In group settings where they feel no direct involvement or responsibility, they can seem disconnected. ISTJ’s may appear to be a “thorn in the flesh” to organizational schemes that don’t fit into what the ISTJ considers to be clear ethical norms. ISTJ’s sometimes see things as “black and white,” and they can thwart those types that tend to believe that the outcome is more important than the means of getting there. They may not be seen as “team players,” if asked to bend rules or interpret them in favor of the group in the face of “clear meaning.”
Because the ISTJ supports his or her whole decision-making process through the use of data, he or she may ignore or even distrust “blue sky discussions” where groups seek to identify possibilities and theoretical strategies. In new situations where past data has no application, the ISTJ can feel immobilized. He or she may reject experimental strategies and improvisation. They may also not be well attuned to team dynamics and may mistrust emotion.
In cases where taking a new, untried direction, is necessary, the ISTJ should ally with those types who are more inclined to work on theory and experimentation. The ISTJ will need to learn to trust the intuitive directions of those who devise new ways of doing things. Even in this process, the ISTJ will be valuable in measurement and in testing assumptions. Once a way is devised to quantify and measure new strategies, the ISTJ will be the natural person for this task.
ISTJ’s, valuing and upholding systems, see society as one huge system composed of law and social responsibility. For the ISTJ, tradition is based on what has worked in the past and should be used to guide our present.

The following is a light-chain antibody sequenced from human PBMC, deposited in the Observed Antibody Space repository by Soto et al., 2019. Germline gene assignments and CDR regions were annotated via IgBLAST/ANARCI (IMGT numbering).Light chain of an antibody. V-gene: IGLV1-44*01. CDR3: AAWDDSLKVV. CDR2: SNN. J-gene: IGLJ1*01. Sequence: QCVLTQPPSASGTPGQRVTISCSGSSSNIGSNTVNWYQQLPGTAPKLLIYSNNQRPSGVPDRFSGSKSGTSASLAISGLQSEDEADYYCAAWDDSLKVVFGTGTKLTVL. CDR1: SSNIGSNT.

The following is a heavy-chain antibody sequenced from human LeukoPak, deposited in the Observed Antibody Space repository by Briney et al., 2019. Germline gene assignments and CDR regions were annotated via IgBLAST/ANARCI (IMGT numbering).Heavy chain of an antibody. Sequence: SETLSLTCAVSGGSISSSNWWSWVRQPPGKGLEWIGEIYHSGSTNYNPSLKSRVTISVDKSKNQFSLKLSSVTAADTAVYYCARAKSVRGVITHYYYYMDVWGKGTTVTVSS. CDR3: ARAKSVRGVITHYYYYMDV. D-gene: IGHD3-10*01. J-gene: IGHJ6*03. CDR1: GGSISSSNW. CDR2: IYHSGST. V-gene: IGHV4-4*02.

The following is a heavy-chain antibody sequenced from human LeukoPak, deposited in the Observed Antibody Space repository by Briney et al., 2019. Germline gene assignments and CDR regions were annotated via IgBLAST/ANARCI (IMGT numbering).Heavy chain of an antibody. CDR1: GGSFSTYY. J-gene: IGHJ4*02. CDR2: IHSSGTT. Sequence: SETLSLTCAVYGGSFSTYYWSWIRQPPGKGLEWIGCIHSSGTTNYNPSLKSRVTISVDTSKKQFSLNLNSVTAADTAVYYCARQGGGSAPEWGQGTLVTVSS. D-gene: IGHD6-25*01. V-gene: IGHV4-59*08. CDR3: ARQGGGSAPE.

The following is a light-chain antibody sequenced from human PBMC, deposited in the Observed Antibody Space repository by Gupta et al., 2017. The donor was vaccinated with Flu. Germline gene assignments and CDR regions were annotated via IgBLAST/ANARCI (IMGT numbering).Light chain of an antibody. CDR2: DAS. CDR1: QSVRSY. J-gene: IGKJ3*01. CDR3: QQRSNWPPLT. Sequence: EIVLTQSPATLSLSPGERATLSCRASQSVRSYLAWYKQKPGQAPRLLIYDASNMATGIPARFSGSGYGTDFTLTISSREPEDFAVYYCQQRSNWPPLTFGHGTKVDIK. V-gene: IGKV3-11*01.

They are very loyal to family and traditional institutions. ISTJ’s can be “steady as a rock” as spouses and parents. They are loyal and dutiful husbands, wives and parents. They care for the needs of their family by taking care of their financial needs and providing them with security. They want to uphold traditional values by taking care of their own financial needs and maintaining security for themselves and their families. They can be loyal even when their spouse or children do not act responsibly. They may not understand the need of someone they care about, but once they recognize that need, they will try to fulfill it. They value holidays as the marking of times that uphold the cohesiveness of society around them. They are often the glue that holds families, corporations, and associations together.
ISTJ’s are most often key players in business because of their ability to organize data such as facts, figures and numbers. They most enjoy developing their work individually and presenting it to the team. They value tradition, stability, and predictability.
ISTJ’s base their decisions on historical data and may have difficulties in understanding emerging trends for which no past data exists. They can be resistant to change.
A relatively large personality type group, 11.6% of the population.
ISTJ’s can deploy in a variety of roles. They are most often seen in Management, Accounting, Data Processing, and in the legal profession (such as in contract law).